The gospel account of the transfiguration of Jesus comes at a time when we desperately need its powerful message of encouragement. Our nation is in the midst of an epidemic of what I call “a degenerative discouragement syndrome”. The news cycle enumerates a list of issues and concerns which seem to resist remediation or repair.
… suffering produces endurance, and endurance produces character, and character produces hope, and hope does not disappoint us.
As many of you know, I have a regular spiritual practice of warning people that I will disappoint them. A couple times a year, we host a Welcome to House for All Sinners and Saints brunch for newcomers. Everyone goes around the room saying what drew them to this community or what keeps them here. They usually say it’s a comfortable place where they can just be who they are or they love the singing or the community. One time someone said that their mom was Catholic and their dad was atheist and that this church kinda felt like a combo of the two. And while I wasn’t entirely sure I knew what that meant, I thought it was awesome.
Well, I usually am the last to speak at these events and when I do and I always say how great it is to hear all of that, but that I need them to hear something. And that is that this church will disappoint you. Or I will fail to meet your expectations, or I’ll say something stupid and hurt your feelings. It’s not a matter of if it’s when. Welcome to House for All Sinners and Saints. We will disappoint you.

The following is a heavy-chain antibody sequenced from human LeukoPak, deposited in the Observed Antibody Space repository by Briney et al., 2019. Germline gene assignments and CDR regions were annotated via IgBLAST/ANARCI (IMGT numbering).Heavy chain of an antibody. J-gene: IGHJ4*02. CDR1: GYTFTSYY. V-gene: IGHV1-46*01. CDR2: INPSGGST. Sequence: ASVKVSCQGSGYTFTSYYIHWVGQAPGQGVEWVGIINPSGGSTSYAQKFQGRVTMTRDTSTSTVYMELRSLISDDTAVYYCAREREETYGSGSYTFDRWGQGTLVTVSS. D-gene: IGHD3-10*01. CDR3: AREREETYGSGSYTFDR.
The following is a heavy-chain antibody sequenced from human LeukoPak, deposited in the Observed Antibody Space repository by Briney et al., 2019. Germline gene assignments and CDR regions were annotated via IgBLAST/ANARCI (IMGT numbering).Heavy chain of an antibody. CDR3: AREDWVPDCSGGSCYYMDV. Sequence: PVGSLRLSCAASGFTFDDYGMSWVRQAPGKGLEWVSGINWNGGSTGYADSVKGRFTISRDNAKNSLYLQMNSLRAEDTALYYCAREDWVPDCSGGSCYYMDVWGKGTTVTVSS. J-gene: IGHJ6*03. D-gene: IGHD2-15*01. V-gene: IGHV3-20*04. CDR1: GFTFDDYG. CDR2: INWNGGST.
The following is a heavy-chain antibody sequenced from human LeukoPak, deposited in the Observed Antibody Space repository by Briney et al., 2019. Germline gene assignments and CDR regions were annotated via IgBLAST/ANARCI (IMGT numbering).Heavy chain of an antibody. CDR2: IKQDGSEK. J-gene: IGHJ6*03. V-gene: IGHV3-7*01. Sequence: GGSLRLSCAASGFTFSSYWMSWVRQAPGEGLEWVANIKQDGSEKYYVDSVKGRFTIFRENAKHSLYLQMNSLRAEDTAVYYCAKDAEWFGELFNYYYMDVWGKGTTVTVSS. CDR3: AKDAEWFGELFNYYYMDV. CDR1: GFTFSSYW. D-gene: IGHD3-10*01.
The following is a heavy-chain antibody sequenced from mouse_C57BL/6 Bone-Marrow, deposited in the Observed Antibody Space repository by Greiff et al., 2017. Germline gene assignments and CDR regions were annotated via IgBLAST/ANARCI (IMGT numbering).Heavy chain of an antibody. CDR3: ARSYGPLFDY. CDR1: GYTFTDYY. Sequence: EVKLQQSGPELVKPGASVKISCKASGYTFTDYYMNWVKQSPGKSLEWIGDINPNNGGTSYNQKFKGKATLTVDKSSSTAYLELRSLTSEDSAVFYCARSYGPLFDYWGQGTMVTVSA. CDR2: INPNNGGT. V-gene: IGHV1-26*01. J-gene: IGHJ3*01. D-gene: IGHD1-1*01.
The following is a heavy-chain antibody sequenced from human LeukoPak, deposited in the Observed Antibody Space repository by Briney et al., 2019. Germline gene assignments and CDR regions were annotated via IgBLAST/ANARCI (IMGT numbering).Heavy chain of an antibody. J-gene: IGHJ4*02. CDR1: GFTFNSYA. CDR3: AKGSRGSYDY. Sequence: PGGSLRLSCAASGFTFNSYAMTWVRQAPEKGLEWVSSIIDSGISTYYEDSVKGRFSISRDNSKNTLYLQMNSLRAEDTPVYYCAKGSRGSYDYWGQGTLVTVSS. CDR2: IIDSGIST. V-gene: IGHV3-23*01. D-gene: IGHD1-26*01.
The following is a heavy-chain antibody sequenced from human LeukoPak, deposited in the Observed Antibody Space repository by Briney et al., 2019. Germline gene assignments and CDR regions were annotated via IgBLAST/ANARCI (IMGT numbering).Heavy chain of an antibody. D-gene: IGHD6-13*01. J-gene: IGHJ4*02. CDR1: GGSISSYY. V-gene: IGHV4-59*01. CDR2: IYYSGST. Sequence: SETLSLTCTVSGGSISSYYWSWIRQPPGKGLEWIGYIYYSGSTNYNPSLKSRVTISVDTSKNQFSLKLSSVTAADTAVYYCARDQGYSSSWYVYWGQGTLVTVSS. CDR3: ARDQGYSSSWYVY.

As the tenth anniversary of 9/11 approaches, many of us are wondering how best to honor the many victims of that tragedy and its aftermath.
Here in Cincinnati, my wife Marty's answer is inviting some of our friends to join us on a walk with some Muslim and Jewish families she invited by simply calling their congregations. She got the idea from my friends and me at Abraham's Path, who are sponsoring www.911walks.org to help people find or pull together their own 9/11 Walks all over the USA and around the world. The goal of these walks is simple: to help people honor all the victims of 9/11 by walking and talking kindly with neighbors and strangers, in celebration of our common humanity and in defiance of fear, misunderstanding, and hatred.
Last week my son and I spent three days in Washington, D.C., as part of the Mobilization to End Poverty. We heard challenging speakers.